Connecticut has a long history of manufacturing guns Most of the major companies are located in the State: Colt, Winchester, Marlin, Remington, Smith and Wesson, Sturn, Ruger, O.F. Mossberg & Sons.,Sharps Rifle, Connecticut Shotgun; there many be others.
In looking these up I also learned that Eli Whitney contributed to the gun industry by developing interchangeable standard parts so they could be mass produced. And I had always thought he was famous for developing the Cotton Gin. He had been a member of the historic church I served in New Haven, Ct. His home was next door until the church relocated to Whitney Avenue. (Don't you just love historical trivia.)
Perhaps it is because of the long history of gun manufacturing and its acceptance as part of the community, it has maintained a low profile and the State has some of the strongest gun laws in the US.
I had a parishioner, who was an industrial photographer working for Winchester. Photography was also a hobby with him and I often saw some of his photos. Now I wish I had asked to see some of his work photos., say, a wonderful picture of an M 16 weapon made by Winchester. If I had been a gun enthusiast I might have been more interested in his work photos.
I have rambled on. I think this may be my way of avoiding the pain of trying to express myself over the shooting of first grade students in a wonderful school in a lovely town in semi rural New England. It makes no sense. For America's sake, I trust it finds the courage to have that conversation about the role of guns in the country. Limiting guns may be easy compared to the real cultural discussion about violence in America. The gun is just the convenient and readily available instrument reached for to resolve a problem.or express rage.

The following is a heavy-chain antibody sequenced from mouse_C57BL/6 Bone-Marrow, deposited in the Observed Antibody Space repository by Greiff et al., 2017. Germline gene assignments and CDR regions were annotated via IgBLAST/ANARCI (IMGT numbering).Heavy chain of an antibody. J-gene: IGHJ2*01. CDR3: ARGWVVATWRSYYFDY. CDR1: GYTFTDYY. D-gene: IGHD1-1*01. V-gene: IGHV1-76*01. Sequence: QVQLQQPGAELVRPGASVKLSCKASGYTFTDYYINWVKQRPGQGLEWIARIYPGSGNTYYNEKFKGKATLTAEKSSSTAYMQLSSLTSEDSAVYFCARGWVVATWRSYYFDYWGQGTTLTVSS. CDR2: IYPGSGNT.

Violence has deep roots in the United States. It started with centuries of the systematic genocide of the native Americans. Then there was a long history of enslaving some of its inhabitants. The US is a country founded in a violent revolution. It was shaped on thew anvil of a war against itself, the Civil War. The West was won at the point of a gun. Still today, the folk heroes of that era where criminals and killers. This continues. Movies and TV dramas created in the United States are often filled with gun violence. I find it interesting to compare the differences between American police dramas and those created in Canada or Britain. I personal refuse to rent any video where there is a character on the cover holding a gun. (This falls in my "only in America file". I usually can spot the American productions easily. In the end I seek out an Australian, British or Canadian film. I have avoided pointing out the dominant role of the military and wars in American society and history, it is so obvious and unique among Societies. I guess I could go on with cultural comparisons.
My point is that the problem with gun violence in America is more profound than limiting access to guns. That may prove the easy part. The real task will be to revisit the violence in American culture, own up to it, and find ways to transition away from it..